Mitral valve stenosis

mitral stenosismitral valvuloplastymitral atresia
M1 becomes louder in mitral stenosis. It may be the most prominent sign. If pulmonary hypertension secondary to mitral stenosis is severe, the P 2 (pulmonic) component of the second heart sound (S 2 ) will become loud. An opening snap that is a high-pitch additional sound may be heard after the A 2 (aortic) component of the second heart sound (S 2 ), which correlates to the forceful opening of the mitral valve. The mitral valve opens when the pressure in the left atrium is greater than the pressure in the left ventricle. This happens in ventricular diastole (after closure of the aortic valve), when the pressure in the ventricle precipitously drops.

Coagulation

blood clottingblood coagulationclotting
Coagulation, also known as clotting, is the process by which blood changes from a liquid to a gel, forming a blood clot. It potentially results in hemostasis, the cessation of blood loss from a damaged vessel, followed by repair. The mechanism of coagulation involves activation, adhesion, and aggregation of platelets along with deposition and maturation of fibrin. Disorders of coagulation are disease states which can result in bleeding (hemorrhage or bruising) or obstructive clotting (thrombosis).

Congenital heart defect

congenital heart diseaseheart defectcongenital heart defects
Common defects include pulmonic stenosis, aortic stenosis, and coarctation of the aorta, with other types such as bicuspid aortic valve stenosis and subaortic stenosis being comparatively rare. Any narrowing or blockage can cause heart enlargement or hypertension. The septum is a wall of tissue which separates the left heart from the right heart. Defects in the interatrial septum or the interventricular septum allow blood to flow from the right side of the heart to the left, reducing the heart's efficiency. Ventricular septal defects are collectively the most common type of CHD, although approximately 30% of adults have a type of atrial septal defect called probe patent foramen ovale.

Cardiology

cardiologistcardiologistscardiovascular medicine
This procedure can also be done proactively, when areas of the vascular system become occluded from Atherosclerosis. The Cardiologist will thread this sheath through the vascular system to access the heart. This sheath has a balloon and a tiny wire mesh tube wrapped around it, and if the cardiologist finds a blockage or Stenosis, they can inflate the balloon at the occlusion site in the vascular system to flatten or compress the plaque against the vascular wall. Once that is complete a Stent is placed as a type of scaffold to hold the vasculature open permanently. Helen B. Taussig is known as the founder of pediatric cardiology.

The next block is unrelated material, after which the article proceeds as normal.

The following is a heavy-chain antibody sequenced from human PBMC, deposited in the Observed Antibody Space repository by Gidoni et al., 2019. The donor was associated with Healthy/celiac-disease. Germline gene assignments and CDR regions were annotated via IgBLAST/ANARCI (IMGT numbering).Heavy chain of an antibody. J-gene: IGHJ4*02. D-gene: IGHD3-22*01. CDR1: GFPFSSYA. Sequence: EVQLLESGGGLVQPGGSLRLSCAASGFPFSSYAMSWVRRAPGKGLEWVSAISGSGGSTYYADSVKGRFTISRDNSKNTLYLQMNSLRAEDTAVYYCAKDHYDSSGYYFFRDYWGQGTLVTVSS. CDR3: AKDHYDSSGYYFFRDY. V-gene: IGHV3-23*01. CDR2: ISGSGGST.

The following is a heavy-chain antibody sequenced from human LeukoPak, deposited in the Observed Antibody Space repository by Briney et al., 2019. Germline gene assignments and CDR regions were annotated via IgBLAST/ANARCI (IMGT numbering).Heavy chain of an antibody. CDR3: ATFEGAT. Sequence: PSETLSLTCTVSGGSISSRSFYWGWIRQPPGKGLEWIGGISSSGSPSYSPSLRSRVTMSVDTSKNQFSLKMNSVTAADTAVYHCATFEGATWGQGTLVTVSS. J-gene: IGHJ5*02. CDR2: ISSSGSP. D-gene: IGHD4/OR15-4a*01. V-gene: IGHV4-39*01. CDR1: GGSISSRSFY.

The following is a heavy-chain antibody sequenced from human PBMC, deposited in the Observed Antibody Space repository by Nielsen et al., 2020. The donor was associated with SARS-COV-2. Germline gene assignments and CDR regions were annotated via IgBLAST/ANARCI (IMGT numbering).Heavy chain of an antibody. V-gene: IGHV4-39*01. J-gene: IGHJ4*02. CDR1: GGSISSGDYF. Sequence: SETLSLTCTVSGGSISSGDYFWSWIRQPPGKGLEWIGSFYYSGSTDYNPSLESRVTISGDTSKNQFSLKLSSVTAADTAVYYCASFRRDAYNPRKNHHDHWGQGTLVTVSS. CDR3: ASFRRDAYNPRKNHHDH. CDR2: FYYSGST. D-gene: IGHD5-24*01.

Blood vessel

vascularblood vesselsintravascular
Atherosclerosis, the formation of lipid lumps (atheromas) in the blood vessel wall, is the most common cardiovascular disease, the main cause of death in the Western world. Blood vessel permeability is increased in inflammation. Damage, due to trauma or spontaneously, may lead to hemorrhage due to mechanical damage to the vessel endothelium. In contrast, occlusion of the blood vessel by atherosclerotic plaque, by an embolised blood clot or a foreign body leads to downstream ischemia (insufficient blood supply) and possibly necrosis. Vessel occlusion tends to be a positive feedback system; an occluded vessel creates eddies in the normally laminar flow or plug flow blood currents.

Coronary arteries

coronary arterycoronaryarteries
The left coronary artery arises from the aorta above the left cusp of the aortic valve and feeds blood to the left side of the heart. It branches into two arteries and sometimes a third branch is formed at the fork, known as a ramus or intermediate artery. The right coronary artery originates from above the right cusp of the aortic valve. It travels down the right coronary sulcus, towards the crux of the heart. There is also the conus artery, which is only present in about 45 per cent of the human population, and which may provide collateral blood flow to the heart when the left anterior descending artery is occluded.